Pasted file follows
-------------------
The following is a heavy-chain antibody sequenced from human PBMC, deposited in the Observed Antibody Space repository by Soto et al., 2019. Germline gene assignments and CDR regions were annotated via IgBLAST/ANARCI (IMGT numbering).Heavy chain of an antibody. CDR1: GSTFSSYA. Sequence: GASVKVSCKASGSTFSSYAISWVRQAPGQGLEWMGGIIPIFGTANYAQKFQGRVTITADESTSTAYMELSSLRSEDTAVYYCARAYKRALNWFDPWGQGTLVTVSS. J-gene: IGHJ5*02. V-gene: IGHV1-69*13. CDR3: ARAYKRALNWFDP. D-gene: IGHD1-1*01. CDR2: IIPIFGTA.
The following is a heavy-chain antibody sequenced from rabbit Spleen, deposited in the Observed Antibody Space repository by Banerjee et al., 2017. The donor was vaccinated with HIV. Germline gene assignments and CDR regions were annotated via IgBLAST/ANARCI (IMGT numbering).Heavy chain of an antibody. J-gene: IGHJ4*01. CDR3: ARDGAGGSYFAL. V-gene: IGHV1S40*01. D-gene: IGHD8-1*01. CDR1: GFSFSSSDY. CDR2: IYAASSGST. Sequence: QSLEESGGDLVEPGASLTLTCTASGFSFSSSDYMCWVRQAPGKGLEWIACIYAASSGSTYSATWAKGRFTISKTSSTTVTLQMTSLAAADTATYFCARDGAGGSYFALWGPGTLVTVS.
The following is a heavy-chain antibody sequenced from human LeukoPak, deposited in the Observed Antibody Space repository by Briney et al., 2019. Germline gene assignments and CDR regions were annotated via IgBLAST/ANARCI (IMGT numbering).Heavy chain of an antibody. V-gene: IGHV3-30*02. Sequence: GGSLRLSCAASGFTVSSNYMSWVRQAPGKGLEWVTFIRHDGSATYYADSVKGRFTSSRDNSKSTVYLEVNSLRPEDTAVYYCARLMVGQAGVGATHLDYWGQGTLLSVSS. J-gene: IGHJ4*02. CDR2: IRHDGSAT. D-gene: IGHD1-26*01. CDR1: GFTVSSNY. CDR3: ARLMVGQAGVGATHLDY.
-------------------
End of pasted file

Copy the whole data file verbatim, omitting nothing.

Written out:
The following is a heavy-chain antibody sequenced from human PBMC, deposited in the Observed Antibody Space repository by Soto et al., 2019. Germline gene assignments and CDR regions were annotated via IgBLAST/ANARCI (IMGT numbering).Heavy chain of an antibody. CDR1: GSTFSSYA. Sequence: GASVKVSCKASGSTFSSYAISWVRQAPGQGLEWMGGIIPIFGTANYAQKFQGRVTITADESTSTAYMELSSLRSEDTAVYYCARAYKRALNWFDPWGQGTLVTVSS. J-gene: IGHJ5*02. V-gene: IGHV1-69*13. CDR3: ARAYKRALNWFDP. D-gene: IGHD1-1*01. CDR2: IIPIFGTA.
The following is a heavy-chain antibody sequenced from rabbit Spleen, deposited in the Observed Antibody Space repository by Banerjee et al., 2017. The donor was vaccinated with HIV. Germline gene assignments and CDR regions were annotated via IgBLAST/ANARCI (IMGT numbering).Heavy chain of an antibody. J-gene: IGHJ4*01. CDR3: ARDGAGGSYFAL. V-gene: IGHV1S40*01. D-gene: IGHD8-1*01. CDR1: GFSFSSSDY. CDR2: IYAASSGST. Sequence: QSLEESGGDLVEPGASLTLTCTASGFSFSSSDYMCWVRQAPGKGLEWIACIYAASSGSTYSATWAKGRFTISKTSSTTVTLQMTSLAAADTATYFCARDGAGGSYFALWGPGTLVTVS.
The following is a heavy-chain antibody sequenced from human LeukoPak, deposited in the Observed Antibody Space repository by Briney et al., 2019. Germline gene assignments and CDR regions were annotated via IgBLAST/ANARCI (IMGT numbering).Heavy chain of an antibody. V-gene: IGHV3-30*02. Sequence: GGSLRLSCAASGFTVSSNYMSWVRQAPGKGLEWVTFIRHDGSATYYADSVKGRFTSSRDNSKSTVYLEVNSLRPEDTAVYYCARLMVGQAGVGATHLDYWGQGTLLSVSS. J-gene: IGHJ4*02. CDR2: IRHDGSAT. D-gene: IGHD1-26*01. CDR1: GFTVSSNY. CDR3: ARLMVGQAGVGATHLDY.